It was a late hour the next morning, when we awoke with aching heads and parched throats. Our faithful friend, Smith, was stirring, and by the aroma we knew that a strong dish of coffee had been prepared by his hands, and that it awaited us as soon as we rose—an act which we had no inclination to do; but a sight of his sorrowful face as he spread the table, made me alter my mind.

I slipped on my clothes, and bathed my heated head in cool water just taken from the river, and felt refreshed by the operation; and by the time Fred had gone through with the same process, breakfast was pronounced ready, and down to it we sat with but scant appetites.

"What have you got such a long face on for this morning?" I asked of the stockman, who hardly raised his eyes while he was drinking his coffee.

"Can you ask?" he replied, looking up, and I saw by the expression of his face that he had not slept during the night.

"Can I ask?" I repeated, "to be sure I can. We got a little out of the way last night, but the circumstance is too common to provoke remark in Australia."

"Ah, it was not that I was thinking about. I was considering how unkind the governor has treated me, in not granting me freedom after so many years of good conduct," replied Smith.

"O, is that all?" I cried, with an appearance of indifference. "I thought you were sick, or had heard some bad news."

I saw the poor fellow's face flush at my apparently unkind speech, and I saw an expression of surprise in his blue eyes which cut me to the heart. I sprang from the table, and taking from my coat pocket the two pardons, laid them before him without a word of remark.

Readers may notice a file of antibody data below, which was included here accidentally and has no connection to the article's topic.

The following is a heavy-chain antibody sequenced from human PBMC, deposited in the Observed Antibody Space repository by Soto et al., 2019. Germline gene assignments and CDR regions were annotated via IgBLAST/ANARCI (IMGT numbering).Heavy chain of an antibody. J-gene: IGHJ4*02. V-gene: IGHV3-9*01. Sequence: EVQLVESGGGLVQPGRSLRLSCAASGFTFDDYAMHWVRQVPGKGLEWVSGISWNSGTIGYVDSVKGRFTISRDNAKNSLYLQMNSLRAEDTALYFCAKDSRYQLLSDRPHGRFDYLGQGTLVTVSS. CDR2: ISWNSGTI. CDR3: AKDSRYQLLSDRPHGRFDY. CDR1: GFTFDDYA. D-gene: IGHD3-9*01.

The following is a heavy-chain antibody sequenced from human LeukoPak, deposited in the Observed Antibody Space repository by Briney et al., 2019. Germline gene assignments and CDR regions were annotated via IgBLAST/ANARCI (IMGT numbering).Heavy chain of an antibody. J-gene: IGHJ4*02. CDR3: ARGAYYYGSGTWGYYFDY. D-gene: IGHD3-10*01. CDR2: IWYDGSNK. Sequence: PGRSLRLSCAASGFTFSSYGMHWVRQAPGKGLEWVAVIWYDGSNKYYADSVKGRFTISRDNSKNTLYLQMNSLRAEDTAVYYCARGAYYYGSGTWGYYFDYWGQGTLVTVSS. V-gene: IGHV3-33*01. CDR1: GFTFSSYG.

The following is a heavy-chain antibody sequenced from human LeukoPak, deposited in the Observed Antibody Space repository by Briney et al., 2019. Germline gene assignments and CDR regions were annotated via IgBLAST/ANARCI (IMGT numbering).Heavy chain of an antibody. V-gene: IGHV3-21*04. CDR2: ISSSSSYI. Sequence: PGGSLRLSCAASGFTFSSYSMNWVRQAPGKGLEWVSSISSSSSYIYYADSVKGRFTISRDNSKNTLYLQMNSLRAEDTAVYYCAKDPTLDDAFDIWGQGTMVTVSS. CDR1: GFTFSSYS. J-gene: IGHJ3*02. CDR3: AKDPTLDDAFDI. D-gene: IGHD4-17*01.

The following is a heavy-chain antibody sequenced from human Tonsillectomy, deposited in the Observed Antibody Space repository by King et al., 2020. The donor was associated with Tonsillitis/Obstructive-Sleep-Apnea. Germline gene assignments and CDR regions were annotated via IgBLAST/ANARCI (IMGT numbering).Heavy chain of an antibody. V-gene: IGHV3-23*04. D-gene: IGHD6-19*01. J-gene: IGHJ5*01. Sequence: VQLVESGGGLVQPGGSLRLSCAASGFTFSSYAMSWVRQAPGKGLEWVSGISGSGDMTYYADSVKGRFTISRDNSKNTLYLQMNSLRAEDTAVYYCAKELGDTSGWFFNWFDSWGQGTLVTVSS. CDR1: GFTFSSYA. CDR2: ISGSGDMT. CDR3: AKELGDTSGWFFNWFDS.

His eyes were, the instant he read his name, blinded with tears. He laid his head upon the table, and wept long and bitterly without speaking, and his stout frame shook with the violence of his emotion. We suffered him to continue without interruption; but when he did look up, he grasped our hands, and pressed them convulsively, muttering,—

"At length, O, at length, I'm a free man, and no longer subject to a keeper's nod. I can call my soul and body my own property, and look a policeman in the face without trembling. Ah, blessed liberty, how much I have longed for thee!"

He kissed the pardon—he kissed his name, which was written in a bold hand on the document—and then pressed to his lips the signature of the governor.

"Do you now feel truly happy?" asked Fred.

"I feel so joyous that there is nothing on earth which I crave," replied Smith.

"Then we may ask you to lend us your aid before many days, and I hope that you will not refuse."

"Me refuse? Ask of me the most difficult task and I will do it; for to you do I owe freedom," cried our friend, enthusiastically.

Fred was about to confide to him the secret of the buried treasure, and solicit his aid, when we were interrupted by the entrance of a stranger, dressed in the uniform of an English officer.

"I beg your pardon, sirs," he said, glancing around the hut with a slightly supercilious air at the want of comfort which was plainly manifest, "but I think I have entered the wrong house."

"We cannot tell whether you have or not, until we know what your business is," replied Fred.

"My business has reference to two gentlemen who dined with the governor yesterday, and were conspicuous at the fire night before last," replied the officer, who was a young man, and of prepossessing appearance.

"Then it is very probable we are the parties," said Fred, carelessly. "We dined with the governor yesterday, and we did something towards extinguishing the fire on Collins Street night before last."